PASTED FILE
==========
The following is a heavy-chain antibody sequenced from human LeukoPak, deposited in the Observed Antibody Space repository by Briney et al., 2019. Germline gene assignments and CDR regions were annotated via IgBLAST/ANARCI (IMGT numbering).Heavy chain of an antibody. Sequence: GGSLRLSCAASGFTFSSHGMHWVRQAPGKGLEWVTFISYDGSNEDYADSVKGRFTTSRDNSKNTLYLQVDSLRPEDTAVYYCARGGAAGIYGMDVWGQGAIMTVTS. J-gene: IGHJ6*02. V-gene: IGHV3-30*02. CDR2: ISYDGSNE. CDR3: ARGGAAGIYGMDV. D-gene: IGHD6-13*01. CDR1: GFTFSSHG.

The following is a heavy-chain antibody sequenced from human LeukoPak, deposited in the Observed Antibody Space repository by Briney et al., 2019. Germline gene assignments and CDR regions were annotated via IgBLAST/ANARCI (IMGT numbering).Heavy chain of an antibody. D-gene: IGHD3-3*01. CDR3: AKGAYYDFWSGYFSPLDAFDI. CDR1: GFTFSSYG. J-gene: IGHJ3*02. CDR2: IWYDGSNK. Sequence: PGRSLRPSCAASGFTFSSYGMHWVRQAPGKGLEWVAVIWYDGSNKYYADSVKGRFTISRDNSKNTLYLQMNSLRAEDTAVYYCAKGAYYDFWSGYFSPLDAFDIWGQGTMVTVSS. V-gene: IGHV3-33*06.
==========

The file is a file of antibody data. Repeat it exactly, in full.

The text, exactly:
The following is a heavy-chain antibody sequenced from human LeukoPak, deposited in the Observed Antibody Space repository by Briney et al., 2019. Germline gene assignments and CDR regions were annotated via IgBLAST/ANARCI (IMGT numbering).Heavy chain of an antibody. Sequence: GGSLRLSCAASGFTFSSHGMHWVRQAPGKGLEWVTFISYDGSNEDYADSVKGRFTTSRDNSKNTLYLQVDSLRPEDTAVYYCARGGAAGIYGMDVWGQGAIMTVTS. J-gene: IGHJ6*02. V-gene: IGHV3-30*02. CDR2: ISYDGSNE. CDR3: ARGGAAGIYGMDV. D-gene: IGHD6-13*01. CDR1: GFTFSSHG.

The following is a heavy-chain antibody sequenced from human LeukoPak, deposited in the Observed Antibody Space repository by Briney et al., 2019. Germline gene assignments and CDR regions were annotated via IgBLAST/ANARCI (IMGT numbering).Heavy chain of an antibody. D-gene: IGHD3-3*01. CDR3: AKGAYYDFWSGYFSPLDAFDI. CDR1: GFTFSSYG. J-gene: IGHJ3*02. CDR2: IWYDGSNK. Sequence: PGRSLRPSCAASGFTFSSYGMHWVRQAPGKGLEWVAVIWYDGSNKYYADSVKGRFTISRDNSKNTLYLQMNSLRAEDTAVYYCAKGAYYDFWSGYFSPLDAFDIWGQGTMVTVSS. V-gene: IGHV3-33*06.